• Dennis Slafer of the MicroContinuum Incorporated of Cambridge, Mass., has described several manufacturing techniques and methods that are believed to be suitable for the manufacture of surface plasmon wavelength converter devices as described herein. For example, U.S. patent application Ser. No. 12/358,964, ROLL-TO-ROLL PATTERNING OF TRANSPARENT AND METALLIC LAYERS, filed Jan. 23, 2009, describes and teaches one exemplary manufacturing process to create metallic films having a plurality of nanofeatures suitable for use in surface plasmon wavelength converter devices as described herein. Also, U.S. patent application Ser. No. 12/270,650, METHODS AND SYSTEMS FOR FORMING FLEXIBLE MULTILAYER STRUCTURES, filed Nov. 13, 2008, U.S. patent application Ser. No. 11/814,175, Replication Tools and Related Fabrication Methods and Apparatus, filed Aug. 4, 2008, U.S. patent application Ser. No. 12/359,559, VACUUM COATING TECHNIQUES, filed Jan. 26, 2009, and PCT Application No. PCT/US2006/023804, SYSTEMS AND METHODS FOR ROLL-TO-ROLL PATTERNING, filed Jun. 20, 2006 describe and teach related manufacturing methods which are also believed to be useful for manufacturing surface plasmon wavelength converter devices as described herein. Each of the above identified United States and PCT applications is incorporated herein by reference in its entirety for all purposes.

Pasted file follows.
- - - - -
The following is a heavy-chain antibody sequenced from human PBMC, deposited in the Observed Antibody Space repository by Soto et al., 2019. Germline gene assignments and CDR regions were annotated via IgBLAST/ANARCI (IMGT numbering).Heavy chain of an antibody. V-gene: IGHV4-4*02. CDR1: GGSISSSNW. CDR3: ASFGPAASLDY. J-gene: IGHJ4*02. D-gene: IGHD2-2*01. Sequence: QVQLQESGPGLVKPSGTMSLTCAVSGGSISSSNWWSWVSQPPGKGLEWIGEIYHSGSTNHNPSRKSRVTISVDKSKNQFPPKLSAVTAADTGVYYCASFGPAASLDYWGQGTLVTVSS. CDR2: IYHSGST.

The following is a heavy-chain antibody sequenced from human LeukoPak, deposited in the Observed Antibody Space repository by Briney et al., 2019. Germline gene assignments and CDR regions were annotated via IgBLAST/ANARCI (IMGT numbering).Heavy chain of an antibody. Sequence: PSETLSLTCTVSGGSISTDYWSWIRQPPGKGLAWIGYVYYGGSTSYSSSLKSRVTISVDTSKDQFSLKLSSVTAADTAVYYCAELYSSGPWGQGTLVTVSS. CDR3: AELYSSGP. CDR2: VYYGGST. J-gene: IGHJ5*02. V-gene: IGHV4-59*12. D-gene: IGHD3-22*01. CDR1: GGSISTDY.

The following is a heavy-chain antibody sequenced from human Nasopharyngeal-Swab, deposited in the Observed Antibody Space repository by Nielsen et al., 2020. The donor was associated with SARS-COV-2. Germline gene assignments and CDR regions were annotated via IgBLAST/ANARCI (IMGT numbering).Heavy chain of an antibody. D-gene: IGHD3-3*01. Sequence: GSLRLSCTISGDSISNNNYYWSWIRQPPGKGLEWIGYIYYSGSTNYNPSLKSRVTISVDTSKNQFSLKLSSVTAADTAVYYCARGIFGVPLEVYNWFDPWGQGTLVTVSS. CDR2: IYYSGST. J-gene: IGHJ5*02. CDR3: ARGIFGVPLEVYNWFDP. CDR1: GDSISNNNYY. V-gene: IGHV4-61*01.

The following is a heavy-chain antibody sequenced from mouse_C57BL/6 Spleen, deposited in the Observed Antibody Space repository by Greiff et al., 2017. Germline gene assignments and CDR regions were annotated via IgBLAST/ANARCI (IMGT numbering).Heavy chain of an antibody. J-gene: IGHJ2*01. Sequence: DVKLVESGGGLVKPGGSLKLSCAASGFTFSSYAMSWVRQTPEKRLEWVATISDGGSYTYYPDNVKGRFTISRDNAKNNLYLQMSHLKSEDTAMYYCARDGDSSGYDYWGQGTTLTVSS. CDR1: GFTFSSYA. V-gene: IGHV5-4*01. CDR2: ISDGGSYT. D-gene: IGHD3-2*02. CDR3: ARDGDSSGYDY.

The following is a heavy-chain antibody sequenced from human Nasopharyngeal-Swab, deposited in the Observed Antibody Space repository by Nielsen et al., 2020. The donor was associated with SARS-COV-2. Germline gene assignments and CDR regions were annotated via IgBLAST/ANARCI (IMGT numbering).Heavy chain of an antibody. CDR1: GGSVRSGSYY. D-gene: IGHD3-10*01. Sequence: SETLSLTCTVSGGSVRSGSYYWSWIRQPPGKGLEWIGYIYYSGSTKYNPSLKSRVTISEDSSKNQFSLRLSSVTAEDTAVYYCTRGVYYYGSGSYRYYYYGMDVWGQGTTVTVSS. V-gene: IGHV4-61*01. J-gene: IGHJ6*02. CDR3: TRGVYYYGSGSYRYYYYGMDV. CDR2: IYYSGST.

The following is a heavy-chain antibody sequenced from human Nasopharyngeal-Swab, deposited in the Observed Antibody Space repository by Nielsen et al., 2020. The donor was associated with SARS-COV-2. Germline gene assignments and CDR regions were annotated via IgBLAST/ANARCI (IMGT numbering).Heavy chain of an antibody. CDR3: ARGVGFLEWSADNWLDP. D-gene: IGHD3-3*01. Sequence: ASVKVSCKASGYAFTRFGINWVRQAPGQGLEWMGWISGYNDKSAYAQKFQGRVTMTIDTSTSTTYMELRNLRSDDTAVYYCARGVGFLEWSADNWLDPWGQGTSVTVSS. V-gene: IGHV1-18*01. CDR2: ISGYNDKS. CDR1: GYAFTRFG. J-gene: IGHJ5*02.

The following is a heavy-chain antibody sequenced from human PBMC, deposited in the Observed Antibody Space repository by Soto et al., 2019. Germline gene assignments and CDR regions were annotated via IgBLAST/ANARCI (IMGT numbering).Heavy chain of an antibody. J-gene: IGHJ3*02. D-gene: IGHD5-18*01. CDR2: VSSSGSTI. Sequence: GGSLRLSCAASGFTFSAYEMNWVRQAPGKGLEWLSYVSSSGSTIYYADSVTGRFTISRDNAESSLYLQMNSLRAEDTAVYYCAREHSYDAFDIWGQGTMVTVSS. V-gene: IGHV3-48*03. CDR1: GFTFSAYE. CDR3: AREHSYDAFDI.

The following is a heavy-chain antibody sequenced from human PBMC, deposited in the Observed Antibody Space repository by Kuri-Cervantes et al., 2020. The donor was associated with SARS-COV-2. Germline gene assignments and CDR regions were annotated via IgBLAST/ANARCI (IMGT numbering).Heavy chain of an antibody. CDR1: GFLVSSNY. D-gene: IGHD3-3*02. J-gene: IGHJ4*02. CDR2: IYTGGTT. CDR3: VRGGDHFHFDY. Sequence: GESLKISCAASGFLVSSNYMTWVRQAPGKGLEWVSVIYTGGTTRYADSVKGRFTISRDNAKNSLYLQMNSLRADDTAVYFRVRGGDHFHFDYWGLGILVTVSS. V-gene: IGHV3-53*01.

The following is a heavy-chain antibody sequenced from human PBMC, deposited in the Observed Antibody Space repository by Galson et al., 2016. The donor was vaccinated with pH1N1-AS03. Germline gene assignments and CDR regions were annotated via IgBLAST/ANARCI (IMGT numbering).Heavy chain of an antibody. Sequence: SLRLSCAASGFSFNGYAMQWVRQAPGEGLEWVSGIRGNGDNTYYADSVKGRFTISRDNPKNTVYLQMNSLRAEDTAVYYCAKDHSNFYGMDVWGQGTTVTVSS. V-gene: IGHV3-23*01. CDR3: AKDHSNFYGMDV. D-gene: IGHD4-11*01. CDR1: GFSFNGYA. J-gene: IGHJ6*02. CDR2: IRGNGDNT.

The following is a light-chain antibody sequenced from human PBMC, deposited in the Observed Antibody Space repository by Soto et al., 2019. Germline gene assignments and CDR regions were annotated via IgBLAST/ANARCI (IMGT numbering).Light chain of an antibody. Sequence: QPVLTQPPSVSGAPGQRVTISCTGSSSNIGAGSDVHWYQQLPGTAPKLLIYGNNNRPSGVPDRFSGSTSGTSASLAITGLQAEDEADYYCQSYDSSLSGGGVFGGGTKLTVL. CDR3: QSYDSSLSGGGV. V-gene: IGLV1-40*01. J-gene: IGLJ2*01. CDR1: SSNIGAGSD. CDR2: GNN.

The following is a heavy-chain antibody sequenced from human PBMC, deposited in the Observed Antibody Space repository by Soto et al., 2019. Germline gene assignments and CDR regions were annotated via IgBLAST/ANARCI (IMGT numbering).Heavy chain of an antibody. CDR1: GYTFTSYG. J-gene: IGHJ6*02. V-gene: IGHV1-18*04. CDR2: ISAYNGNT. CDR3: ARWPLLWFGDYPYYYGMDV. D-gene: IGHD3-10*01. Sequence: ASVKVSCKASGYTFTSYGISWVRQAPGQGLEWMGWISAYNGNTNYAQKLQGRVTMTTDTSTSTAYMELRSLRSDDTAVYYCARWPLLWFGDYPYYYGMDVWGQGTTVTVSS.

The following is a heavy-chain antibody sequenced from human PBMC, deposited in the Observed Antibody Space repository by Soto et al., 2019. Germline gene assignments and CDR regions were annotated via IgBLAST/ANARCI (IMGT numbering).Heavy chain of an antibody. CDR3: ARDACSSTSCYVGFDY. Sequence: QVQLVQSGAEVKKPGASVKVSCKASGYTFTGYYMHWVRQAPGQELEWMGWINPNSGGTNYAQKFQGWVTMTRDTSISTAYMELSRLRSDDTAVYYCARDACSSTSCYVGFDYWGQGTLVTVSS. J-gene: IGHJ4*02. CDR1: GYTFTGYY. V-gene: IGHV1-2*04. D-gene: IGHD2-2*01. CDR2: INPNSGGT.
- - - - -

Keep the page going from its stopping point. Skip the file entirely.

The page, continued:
• Also, it is noted that a “via” is believed to be one exemplary integrated structure which can be used to make suitable nanofeatures in a metallic film or TCO film layer. Vias can be created in an integrated layer using any suitable lithography or nanoprinting manufacturing process.
  • Applications